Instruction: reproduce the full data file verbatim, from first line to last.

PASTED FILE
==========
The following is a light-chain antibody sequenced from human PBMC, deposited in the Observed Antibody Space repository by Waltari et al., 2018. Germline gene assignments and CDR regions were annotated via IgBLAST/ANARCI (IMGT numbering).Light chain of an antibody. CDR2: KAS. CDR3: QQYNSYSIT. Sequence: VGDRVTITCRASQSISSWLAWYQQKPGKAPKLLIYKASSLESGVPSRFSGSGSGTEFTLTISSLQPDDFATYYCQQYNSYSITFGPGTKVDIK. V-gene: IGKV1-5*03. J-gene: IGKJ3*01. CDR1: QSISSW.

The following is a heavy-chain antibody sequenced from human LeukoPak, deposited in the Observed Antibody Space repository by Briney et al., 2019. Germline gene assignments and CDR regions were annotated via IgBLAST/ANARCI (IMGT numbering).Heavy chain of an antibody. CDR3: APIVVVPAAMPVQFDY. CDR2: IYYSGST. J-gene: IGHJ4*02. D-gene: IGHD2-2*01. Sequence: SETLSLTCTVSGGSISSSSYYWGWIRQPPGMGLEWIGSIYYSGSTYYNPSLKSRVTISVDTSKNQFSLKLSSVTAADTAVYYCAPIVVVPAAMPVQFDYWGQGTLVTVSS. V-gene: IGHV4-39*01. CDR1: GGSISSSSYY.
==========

The following is a light-chain antibody sequenced from human PBMC, deposited in the Observed Antibody Space repository by Waltari et al., 2018. Germline gene assignments and CDR regions were annotated via IgBLAST/ANARCI (IMGT numbering).Light chain of an antibody. CDR2: KAS. CDR3: QQYNSYSIT. Sequence: VGDRVTITCRASQSISSWLAWYQQKPGKAPKLLIYKASSLESGVPSRFSGSGSGTEFTLTISSLQPDDFATYYCQQYNSYSITFGPGTKVDIK. V-gene: IGKV1-5*03. J-gene: IGKJ3*01. CDR1: QSISSW.

The following is a heavy-chain antibody sequenced from human LeukoPak, deposited in the Observed Antibody Space repository by Briney et al., 2019. Germline gene assignments and CDR regions were annotated via IgBLAST/ANARCI (IMGT numbering).Heavy chain of an antibody. CDR3: APIVVVPAAMPVQFDY. CDR2: IYYSGST. J-gene: IGHJ4*02. D-gene: IGHD2-2*01. Sequence: SETLSLTCTVSGGSISSSSYYWGWIRQPPGMGLEWIGSIYYSGSTYYNPSLKSRVTISVDTSKNQFSLKLSSVTAADTAVYYCAPIVVVPAAMPVQFDYWGQGTLVTVSS. V-gene: IGHV4-39*01. CDR1: GGSISSSSYY.